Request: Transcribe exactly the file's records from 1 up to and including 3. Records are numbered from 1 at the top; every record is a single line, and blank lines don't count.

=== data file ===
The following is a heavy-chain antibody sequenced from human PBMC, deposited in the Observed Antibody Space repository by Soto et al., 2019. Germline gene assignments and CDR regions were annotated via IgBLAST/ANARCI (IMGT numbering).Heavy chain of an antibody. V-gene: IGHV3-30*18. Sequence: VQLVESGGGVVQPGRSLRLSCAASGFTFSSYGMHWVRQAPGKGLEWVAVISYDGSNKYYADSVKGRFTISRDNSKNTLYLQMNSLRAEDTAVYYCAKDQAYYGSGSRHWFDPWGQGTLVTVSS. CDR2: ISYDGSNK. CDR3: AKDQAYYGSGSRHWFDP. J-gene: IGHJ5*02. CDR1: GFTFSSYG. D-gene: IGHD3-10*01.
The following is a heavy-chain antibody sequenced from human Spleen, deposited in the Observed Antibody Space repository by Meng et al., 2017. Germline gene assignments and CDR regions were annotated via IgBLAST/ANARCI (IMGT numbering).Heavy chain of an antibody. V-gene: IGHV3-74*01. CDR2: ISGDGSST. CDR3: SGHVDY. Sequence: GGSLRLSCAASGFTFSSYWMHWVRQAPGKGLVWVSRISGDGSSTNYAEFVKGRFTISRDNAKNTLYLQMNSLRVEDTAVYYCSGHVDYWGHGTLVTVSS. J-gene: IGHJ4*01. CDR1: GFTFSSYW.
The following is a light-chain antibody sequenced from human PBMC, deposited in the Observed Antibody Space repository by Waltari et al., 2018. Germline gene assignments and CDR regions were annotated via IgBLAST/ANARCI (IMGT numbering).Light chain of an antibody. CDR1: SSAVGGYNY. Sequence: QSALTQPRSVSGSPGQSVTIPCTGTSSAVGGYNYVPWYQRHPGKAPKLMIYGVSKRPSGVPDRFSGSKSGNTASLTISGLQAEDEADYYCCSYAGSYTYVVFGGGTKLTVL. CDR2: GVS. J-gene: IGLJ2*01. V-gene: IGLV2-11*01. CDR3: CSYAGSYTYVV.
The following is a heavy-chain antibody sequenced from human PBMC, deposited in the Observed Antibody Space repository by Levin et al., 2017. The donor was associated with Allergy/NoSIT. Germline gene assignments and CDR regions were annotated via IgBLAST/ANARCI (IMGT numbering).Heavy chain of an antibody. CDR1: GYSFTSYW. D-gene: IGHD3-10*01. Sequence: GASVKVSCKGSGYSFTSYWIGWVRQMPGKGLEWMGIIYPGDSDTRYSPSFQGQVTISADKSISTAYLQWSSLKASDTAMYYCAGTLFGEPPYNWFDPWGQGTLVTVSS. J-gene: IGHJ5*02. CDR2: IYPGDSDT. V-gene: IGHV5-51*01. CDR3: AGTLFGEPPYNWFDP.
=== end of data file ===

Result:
The following is a heavy-chain antibody sequenced from human PBMC, deposited in the Observed Antibody Space repository by Soto et al., 2019. Germline gene assignments and CDR regions were annotated via IgBLAST/ANARCI (IMGT numbering).Heavy chain of an antibody. V-gene: IGHV3-30*18. Sequence: VQLVESGGGVVQPGRSLRLSCAASGFTFSSYGMHWVRQAPGKGLEWVAVISYDGSNKYYADSVKGRFTISRDNSKNTLYLQMNSLRAEDTAVYYCAKDQAYYGSGSRHWFDPWGQGTLVTVSS. CDR2: ISYDGSNK. CDR3: AKDQAYYGSGSRHWFDP. J-gene: IGHJ5*02. CDR1: GFTFSSYG. D-gene: IGHD3-10*01.
The following is a heavy-chain antibody sequenced from human Spleen, deposited in the Observed Antibody Space repository by Meng et al., 2017. Germline gene assignments and CDR regions were annotated via IgBLAST/ANARCI (IMGT numbering).Heavy chain of an antibody. V-gene: IGHV3-74*01. CDR2: ISGDGSST. CDR3: SGHVDY. Sequence: GGSLRLSCAASGFTFSSYWMHWVRQAPGKGLVWVSRISGDGSSTNYAEFVKGRFTISRDNAKNTLYLQMNSLRVEDTAVYYCSGHVDYWGHGTLVTVSS. J-gene: IGHJ4*01. CDR1: GFTFSSYW.
The following is a light-chain antibody sequenced from human PBMC, deposited in the Observed Antibody Space repository by Waltari et al., 2018. Germline gene assignments and CDR regions were annotated via IgBLAST/ANARCI (IMGT numbering).Light chain of an antibody. CDR1: SSAVGGYNY. Sequence: QSALTQPRSVSGSPGQSVTIPCTGTSSAVGGYNYVPWYQRHPGKAPKLMIYGVSKRPSGVPDRFSGSKSGNTASLTISGLQAEDEADYYCCSYAGSYTYVVFGGGTKLTVL. CDR2: GVS. J-gene: IGLJ2*01. V-gene: IGLV2-11*01. CDR3: CSYAGSYTYVV.